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New Thumbtack Survey Shows Kansas Business Owners Feeling Increasingly Positive about State Business Climate. http://bit.ly/1IPMQ0L


New Survey Shows Kansas Business Owners Feeling Increasingly Positive about State Business Climate
www.kansaspolicy.org
Thumbtack.com has begun tapping its nationwide network of independent service providers and contractors to build a monthly survey—released for the first time Tuesday—tracking economic outlook sentiments and unique market challenges small business own
Sat, 23 May 2015 02:00:01 +0000
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You're telling me the "Better Service, Better Price" thing has actually been implemented - AND WORKED - in a state! https://www.youtube.com/watch?t=1812&v=RGg6w5jA_Tg


Mitch Daniels on How to Cut Government & Improve Services

Former Indiana Gov. Mitch Daniels served in office from 2005 to 2013 and in eight short years accomplished more than most politicians manage in a lifetime. H...
Fri, 22 May 2015 18:04:35 +0000
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Kansas Center for Economic Growth misleads on job growth...again! http://bit.ly/1HzFfDn


KCEG misleads on job growth – again
www.kansaspolicy.org
The latest misleading claim on job growth from the Kansas Center for Economic Growth is loaded with misleading and irrelevant information; they don’t fully disclose their methodology and at this writing they have ignored our request to explain it.&am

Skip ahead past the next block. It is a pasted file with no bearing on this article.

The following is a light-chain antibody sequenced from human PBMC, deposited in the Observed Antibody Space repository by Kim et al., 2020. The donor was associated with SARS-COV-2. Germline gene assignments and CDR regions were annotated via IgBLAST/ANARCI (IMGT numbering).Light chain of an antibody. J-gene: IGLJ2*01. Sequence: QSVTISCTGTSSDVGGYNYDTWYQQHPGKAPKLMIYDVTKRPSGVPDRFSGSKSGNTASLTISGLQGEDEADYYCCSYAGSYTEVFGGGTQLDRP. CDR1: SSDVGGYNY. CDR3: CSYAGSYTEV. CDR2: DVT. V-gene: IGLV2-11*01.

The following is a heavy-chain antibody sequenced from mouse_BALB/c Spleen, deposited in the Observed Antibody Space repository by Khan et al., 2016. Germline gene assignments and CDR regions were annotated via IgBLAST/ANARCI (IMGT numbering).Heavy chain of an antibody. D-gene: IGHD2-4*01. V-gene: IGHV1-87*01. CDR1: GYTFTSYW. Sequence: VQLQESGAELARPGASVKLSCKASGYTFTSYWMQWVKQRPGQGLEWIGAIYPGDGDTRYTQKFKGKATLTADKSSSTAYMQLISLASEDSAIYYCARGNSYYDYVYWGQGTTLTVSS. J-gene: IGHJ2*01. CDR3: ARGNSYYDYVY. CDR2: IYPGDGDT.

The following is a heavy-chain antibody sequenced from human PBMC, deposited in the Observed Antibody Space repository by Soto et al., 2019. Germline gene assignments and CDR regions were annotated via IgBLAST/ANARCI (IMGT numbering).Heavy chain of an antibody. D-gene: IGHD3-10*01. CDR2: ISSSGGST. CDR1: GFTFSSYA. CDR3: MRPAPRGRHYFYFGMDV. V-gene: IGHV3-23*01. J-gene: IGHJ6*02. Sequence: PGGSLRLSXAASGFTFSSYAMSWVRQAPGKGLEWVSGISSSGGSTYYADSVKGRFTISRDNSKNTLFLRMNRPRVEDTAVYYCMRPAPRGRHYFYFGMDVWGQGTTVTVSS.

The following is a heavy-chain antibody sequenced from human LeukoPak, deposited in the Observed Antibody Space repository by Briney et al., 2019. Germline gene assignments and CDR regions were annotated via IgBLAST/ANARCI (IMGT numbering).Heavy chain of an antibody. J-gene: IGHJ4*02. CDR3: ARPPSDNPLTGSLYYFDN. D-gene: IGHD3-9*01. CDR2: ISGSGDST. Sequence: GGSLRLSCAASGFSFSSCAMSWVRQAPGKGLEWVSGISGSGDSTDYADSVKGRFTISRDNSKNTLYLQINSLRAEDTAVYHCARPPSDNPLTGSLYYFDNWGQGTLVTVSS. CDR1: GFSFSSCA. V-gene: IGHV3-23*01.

Fri, 22 May 2015 18:00:01 +0000
Last Refreshed 5/24/2015 10:01:18 AM
Commentary
Tax burden tied to limiting spending
By: Dave Trabert
January 25, 2012
Word Count: 241

Some people think the states without an income tax are able to do so because they have access to unusual revenue streams, but fortunately that’s not true. Florida may benefit from tourism, Texas from oil, etc., but they could still have a high tax burden if they spent more. The secret to having a low tax burden is to control spending, and that’s exactly what those states do.

According to the National Association of State Budget Officers, the states with no income tax spent an average of $2,444 per-resident (total state funds) in 2010; the rest of the country spent $3,572 per-resident, or 46% more. Kansas spent $3,216 per-resident, or 32% more than the states with no income tax. Spending from total state funds excludes spending related to federal funds or from the sale of bond proceeds.

2010 General Fund spending per-resident averaged $1,590 in the states with no income tax; the other states spent $2,112 per-resident, or 33% more. At the same time, Kansas spent $1,843 per-resident, or 16% more than the states with no income tax.

The gap between Kansas spending and other states is likely even wider today; unlike most states, Kansas’ General Fund spending this year is $861 million or 16.3% higher than in 2010.  Jobs and taxpayers have been migrating to states with lower tax burdens for years. Kansas can stop the bleeding and become a magnet for jobs by controlling spending and reducing tax rates.

View the full article in the Wichita Eagle by clicking here.